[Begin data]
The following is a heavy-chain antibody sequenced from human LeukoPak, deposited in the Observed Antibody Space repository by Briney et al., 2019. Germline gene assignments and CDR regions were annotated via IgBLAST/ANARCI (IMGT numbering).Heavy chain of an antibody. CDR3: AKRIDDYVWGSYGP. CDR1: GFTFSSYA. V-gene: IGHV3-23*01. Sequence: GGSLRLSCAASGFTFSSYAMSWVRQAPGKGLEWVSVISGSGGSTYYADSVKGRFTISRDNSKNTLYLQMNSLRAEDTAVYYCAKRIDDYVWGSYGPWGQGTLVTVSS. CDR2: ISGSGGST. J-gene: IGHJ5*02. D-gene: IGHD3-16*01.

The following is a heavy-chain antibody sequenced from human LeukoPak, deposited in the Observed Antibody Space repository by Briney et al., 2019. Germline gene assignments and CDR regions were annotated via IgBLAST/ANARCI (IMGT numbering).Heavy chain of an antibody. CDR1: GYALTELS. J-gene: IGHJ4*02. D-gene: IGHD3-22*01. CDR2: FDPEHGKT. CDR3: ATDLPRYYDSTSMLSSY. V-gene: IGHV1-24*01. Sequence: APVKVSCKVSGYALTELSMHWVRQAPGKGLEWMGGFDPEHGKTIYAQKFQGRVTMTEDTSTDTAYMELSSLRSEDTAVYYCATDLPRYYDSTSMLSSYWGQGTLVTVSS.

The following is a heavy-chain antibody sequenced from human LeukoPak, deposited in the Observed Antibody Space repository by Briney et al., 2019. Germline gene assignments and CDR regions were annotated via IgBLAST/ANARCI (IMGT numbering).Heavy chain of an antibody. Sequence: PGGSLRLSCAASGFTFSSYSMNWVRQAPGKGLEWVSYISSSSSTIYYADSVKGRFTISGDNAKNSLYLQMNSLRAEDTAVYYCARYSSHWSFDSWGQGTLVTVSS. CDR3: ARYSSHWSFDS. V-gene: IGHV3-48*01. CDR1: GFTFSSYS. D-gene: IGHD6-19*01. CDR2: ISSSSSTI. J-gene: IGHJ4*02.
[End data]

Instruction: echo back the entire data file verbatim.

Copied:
The following is a heavy-chain antibody sequenced from human LeukoPak, deposited in the Observed Antibody Space repository by Briney et al., 2019. Germline gene assignments and CDR regions were annotated via IgBLAST/ANARCI (IMGT numbering).Heavy chain of an antibody. CDR3: AKRIDDYVWGSYGP. CDR1: GFTFSSYA. V-gene: IGHV3-23*01. Sequence: GGSLRLSCAASGFTFSSYAMSWVRQAPGKGLEWVSVISGSGGSTYYADSVKGRFTISRDNSKNTLYLQMNSLRAEDTAVYYCAKRIDDYVWGSYGPWGQGTLVTVSS. CDR2: ISGSGGST. J-gene: IGHJ5*02. D-gene: IGHD3-16*01.

The following is a heavy-chain antibody sequenced from human LeukoPak, deposited in the Observed Antibody Space repository by Briney et al., 2019. Germline gene assignments and CDR regions were annotated via IgBLAST/ANARCI (IMGT numbering).Heavy chain of an antibody. CDR1: GYALTELS. J-gene: IGHJ4*02. D-gene: IGHD3-22*01. CDR2: FDPEHGKT. CDR3: ATDLPRYYDSTSMLSSY. V-gene: IGHV1-24*01. Sequence: APVKVSCKVSGYALTELSMHWVRQAPGKGLEWMGGFDPEHGKTIYAQKFQGRVTMTEDTSTDTAYMELSSLRSEDTAVYYCATDLPRYYDSTSMLSSYWGQGTLVTVSS.

The following is a heavy-chain antibody sequenced from human LeukoPak, deposited in the Observed Antibody Space repository by Briney et al., 2019. Germline gene assignments and CDR regions were annotated via IgBLAST/ANARCI (IMGT numbering).Heavy chain of an antibody. Sequence: PGGSLRLSCAASGFTFSSYSMNWVRQAPGKGLEWVSYISSSSSTIYYADSVKGRFTISGDNAKNSLYLQMNSLRAEDTAVYYCARYSSHWSFDSWGQGTLVTVSS. CDR3: ARYSSHWSFDS. V-gene: IGHV3-48*01. CDR1: GFTFSSYS. D-gene: IGHD6-19*01. CDR2: ISSSSSTI. J-gene: IGHJ4*02.